“Property Brothers,” “House Hunters Renovation,” “Renovation Realities,” “House Crashers,” “Fixer Upper”—these shows are having an impact on our industry whether you realize it or not.

Television channels such as HGTV and DIY Network and do-it-yourself-project websites such as Pinterest have made home renovations an ever-popular idea. If you haven’t ever seen anything like this—and I would say you’re lying if you say you haven’t—the gist of the type of shows that air on those networks is that the homeowners have a situation they’re not happy with and would like a change. They want a remodel; they want new things; they want something different.

In Service System we talk all the time about wants, and it’s important to remember that these shows are helping us with that want. Whether we choose to take advantage of this opportunity or not is up to us.

In 2015, the DIY Network had more than 60,000,000 subscribers, and Home and Garden TV (HGTV) had nearly 95,000,000. Pinterest has 100 million monthly users. Now, not all of your customers watch these channels or use these types of websites, but your customers are in those numbers somewhere, you can be sure of that.

The high traffic on Pinterest and even HGTV.com all says that the consumers are researching. They have recognized they want something and they’re looking at they can make it happen. That “I want” is a powerful thing.

Here’s where we come in: I’ve seen a lot of articles on HGTV.com about how to select a contractor. These articles are telling readers to look for contractors a lot like the ones the channel has on their shows. A lot of these shows are full remodels, and that’s fine if that’s not what you do. You still have the ability to give them one or a few specific elements of what they want—you don’t have to give them a full remodel.

The customers who want these things aren’t everybody you will work with. HGTV viewers tend to be female, around middle age, and making more money than average. But if you’ve seen the shows and you have a general understanding of the typical viewer, all you have to do to avoid missing a sales opportunity is to inquire! It’s as simple as asking what the customer likes or dislikes or whether they’re thinking of making any changes. Then, you can find out if it’s something that was seen on TV and empathize over the fact that you or someone in your life watches those shows, too.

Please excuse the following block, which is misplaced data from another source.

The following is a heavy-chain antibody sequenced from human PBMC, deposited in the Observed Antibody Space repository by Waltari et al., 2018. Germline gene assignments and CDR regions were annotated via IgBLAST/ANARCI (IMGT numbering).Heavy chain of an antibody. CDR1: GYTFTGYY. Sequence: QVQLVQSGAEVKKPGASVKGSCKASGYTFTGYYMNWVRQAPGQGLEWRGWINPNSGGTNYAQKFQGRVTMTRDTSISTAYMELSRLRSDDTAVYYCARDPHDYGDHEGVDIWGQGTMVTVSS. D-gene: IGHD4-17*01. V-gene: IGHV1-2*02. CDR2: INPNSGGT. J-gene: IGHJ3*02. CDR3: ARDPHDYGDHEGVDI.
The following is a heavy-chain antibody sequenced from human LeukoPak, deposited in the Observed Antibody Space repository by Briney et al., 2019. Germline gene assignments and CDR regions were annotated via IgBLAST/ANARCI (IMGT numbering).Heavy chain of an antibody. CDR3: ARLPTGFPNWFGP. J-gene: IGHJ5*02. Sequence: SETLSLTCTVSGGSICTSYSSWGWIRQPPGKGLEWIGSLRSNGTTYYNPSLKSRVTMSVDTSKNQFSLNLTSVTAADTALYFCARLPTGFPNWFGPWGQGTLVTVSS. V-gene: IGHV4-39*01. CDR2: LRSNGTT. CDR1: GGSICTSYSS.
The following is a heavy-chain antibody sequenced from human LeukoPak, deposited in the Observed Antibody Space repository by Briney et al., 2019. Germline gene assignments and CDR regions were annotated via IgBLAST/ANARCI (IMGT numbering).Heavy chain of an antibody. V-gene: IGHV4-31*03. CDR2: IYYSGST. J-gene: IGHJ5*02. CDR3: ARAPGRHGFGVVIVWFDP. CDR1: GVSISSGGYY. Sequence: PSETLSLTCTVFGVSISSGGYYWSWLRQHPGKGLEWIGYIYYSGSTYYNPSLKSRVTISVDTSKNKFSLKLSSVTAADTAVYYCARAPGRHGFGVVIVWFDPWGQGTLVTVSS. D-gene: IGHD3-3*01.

I’ve seen some negative reactions online from contractors about home renovation shows. Here are the top three and how you can easily overcome them:

  1. “These shows make it look too simple—my customers will be angry that I need more time to complete the job.”

You’re a professional—it’s part of your job and the Service System to explain to your customers what you will be doing in their home. Explaining the realities of your work is the first step to clearing any objections they may have about the time issue.

  1. “The products on these shows and that customers request only come from big name advertisers, and they’re not as good as the ones I want to use.”

I’ve seen the brand names (who are advertisers) on these shows, and even though we don’t always see these things as quality, you should also be able to explain to the customer why the product you want to use is better than what they’re seeing on TV. Confusion and anger come from the customer being left in the dark.

  1. “The contractors on these shows are extremely professional, and we’re just never all going to be on that level.”

Yes, some of the hosts of these shows are borderline models. It’s hard to believe they’ve ever used a nail gun in their lives, much less changed a supply line or switched out a plug. But perception equals reality, and how we are perceived is extremely important. The TV contractors are going the extra mile: they’re using technology, they’re excellent consultants and they have lots of empathy. Everything we talk about in Service System, these TV contractors hit out of the park. They’re unbelievable. When the customers expect this, they better get it, or they’re not going to hire you to do any piece of whatever it is they might want. I believe you can be this good and your team can be this good with dedication to the system.

You can have a positive outlook on these shows or a negative one. But we can’t argue with the want factor these shows create. This is emotional. We don’t have to take advantage of this—the customers will! The want outweighs the negatives that might come along with the popularity these shows.

I don’t, and you likely don’t, want to just keep selling the usual stuff. I want to sell the products I can get excited about: the lights I can dim from my iPhone, or the thermostat that’s a touch screen. When you get excited about what they’re excited about, that’s the best scenario. In this kind of situation, you have an opportunity to help realize a customer’s dreams and give them something they wish they had. Don’t miss it.



This post was written by Nexstar Network guest blogger Dave Boduch, a master trainer with the organization. He is the owner of AJ Danboise Son, Inc. and has been a member of Nexstar since 2006.